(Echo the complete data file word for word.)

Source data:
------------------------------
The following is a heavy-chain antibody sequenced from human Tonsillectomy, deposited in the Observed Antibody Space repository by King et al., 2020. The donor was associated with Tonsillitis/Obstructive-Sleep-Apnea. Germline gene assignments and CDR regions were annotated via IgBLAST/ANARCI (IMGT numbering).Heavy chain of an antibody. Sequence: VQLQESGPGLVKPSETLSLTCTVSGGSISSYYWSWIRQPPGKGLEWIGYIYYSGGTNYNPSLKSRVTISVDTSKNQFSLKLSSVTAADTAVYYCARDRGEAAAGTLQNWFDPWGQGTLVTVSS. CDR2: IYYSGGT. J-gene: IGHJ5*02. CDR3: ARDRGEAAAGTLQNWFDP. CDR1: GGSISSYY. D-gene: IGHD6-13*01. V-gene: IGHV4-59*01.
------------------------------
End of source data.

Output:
The following is a heavy-chain antibody sequenced from human Tonsillectomy, deposited in the Observed Antibody Space repository by King et al., 2020. The donor was associated with Tonsillitis/Obstructive-Sleep-Apnea. Germline gene assignments and CDR regions were annotated via IgBLAST/ANARCI (IMGT numbering).Heavy chain of an antibody. Sequence: VQLQESGPGLVKPSETLSLTCTVSGGSISSYYWSWIRQPPGKGLEWIGYIYYSGGTNYNPSLKSRVTISVDTSKNQFSLKLSSVTAADTAVYYCARDRGEAAAGTLQNWFDPWGQGTLVTVSS. CDR2: IYYSGGT. J-gene: IGHJ5*02. CDR3: ARDRGEAAAGTLQNWFDP. CDR1: GGSISSYY. D-gene: IGHD6-13*01. V-gene: IGHV4-59*01.